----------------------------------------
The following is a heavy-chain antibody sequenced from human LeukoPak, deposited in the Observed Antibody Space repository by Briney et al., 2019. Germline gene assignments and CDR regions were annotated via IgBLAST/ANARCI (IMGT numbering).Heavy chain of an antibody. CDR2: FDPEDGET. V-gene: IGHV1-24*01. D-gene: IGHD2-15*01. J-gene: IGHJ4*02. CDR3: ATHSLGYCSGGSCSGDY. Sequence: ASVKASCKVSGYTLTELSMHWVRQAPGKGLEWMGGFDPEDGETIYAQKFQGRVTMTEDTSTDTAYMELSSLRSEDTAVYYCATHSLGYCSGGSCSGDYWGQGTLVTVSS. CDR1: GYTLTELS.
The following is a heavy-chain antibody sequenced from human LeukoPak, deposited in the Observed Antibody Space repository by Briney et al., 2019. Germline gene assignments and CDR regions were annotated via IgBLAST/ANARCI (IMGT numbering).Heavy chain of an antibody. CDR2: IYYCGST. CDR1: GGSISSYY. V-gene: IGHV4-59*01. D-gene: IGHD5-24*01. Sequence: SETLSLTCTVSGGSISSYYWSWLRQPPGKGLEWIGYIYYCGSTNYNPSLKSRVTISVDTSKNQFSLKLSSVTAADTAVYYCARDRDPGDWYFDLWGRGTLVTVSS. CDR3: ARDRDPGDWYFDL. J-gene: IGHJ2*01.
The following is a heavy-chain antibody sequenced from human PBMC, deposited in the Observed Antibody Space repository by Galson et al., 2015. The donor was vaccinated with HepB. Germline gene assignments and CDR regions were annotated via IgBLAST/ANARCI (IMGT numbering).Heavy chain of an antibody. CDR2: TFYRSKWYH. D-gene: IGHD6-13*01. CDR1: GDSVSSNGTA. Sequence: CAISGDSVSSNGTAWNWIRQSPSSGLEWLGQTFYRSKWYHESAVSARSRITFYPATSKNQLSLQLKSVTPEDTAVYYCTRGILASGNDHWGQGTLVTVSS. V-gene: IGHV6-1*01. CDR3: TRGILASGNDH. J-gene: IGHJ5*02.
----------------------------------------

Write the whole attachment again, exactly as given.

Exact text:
The following is a heavy-chain antibody sequenced from human LeukoPak, deposited in the Observed Antibody Space repository by Briney et al., 2019. Germline gene assignments and CDR regions were annotated via IgBLAST/ANARCI (IMGT numbering).Heavy chain of an antibody. CDR2: FDPEDGET. V-gene: IGHV1-24*01. D-gene: IGHD2-15*01. J-gene: IGHJ4*02. CDR3: ATHSLGYCSGGSCSGDY. Sequence: ASVKASCKVSGYTLTELSMHWVRQAPGKGLEWMGGFDPEDGETIYAQKFQGRVTMTEDTSTDTAYMELSSLRSEDTAVYYCATHSLGYCSGGSCSGDYWGQGTLVTVSS. CDR1: GYTLTELS.
The following is a heavy-chain antibody sequenced from human LeukoPak, deposited in the Observed Antibody Space repository by Briney et al., 2019. Germline gene assignments and CDR regions were annotated via IgBLAST/ANARCI (IMGT numbering).Heavy chain of an antibody. CDR2: IYYCGST. CDR1: GGSISSYY. V-gene: IGHV4-59*01. D-gene: IGHD5-24*01. Sequence: SETLSLTCTVSGGSISSYYWSWLRQPPGKGLEWIGYIYYCGSTNYNPSLKSRVTISVDTSKNQFSLKLSSVTAADTAVYYCARDRDPGDWYFDLWGRGTLVTVSS. CDR3: ARDRDPGDWYFDL. J-gene: IGHJ2*01.
The following is a heavy-chain antibody sequenced from human PBMC, deposited in the Observed Antibody Space repository by Galson et al., 2015. The donor was vaccinated with HepB. Germline gene assignments and CDR regions were annotated via IgBLAST/ANARCI (IMGT numbering).Heavy chain of an antibody. CDR2: TFYRSKWYH. D-gene: IGHD6-13*01. CDR1: GDSVSSNGTA. Sequence: CAISGDSVSSNGTAWNWIRQSPSSGLEWLGQTFYRSKWYHESAVSARSRITFYPATSKNQLSLQLKSVTPEDTAVYYCTRGILASGNDHWGQGTLVTVSS. V-gene: IGHV6-1*01. CDR3: TRGILASGNDH. J-gene: IGHJ5*02.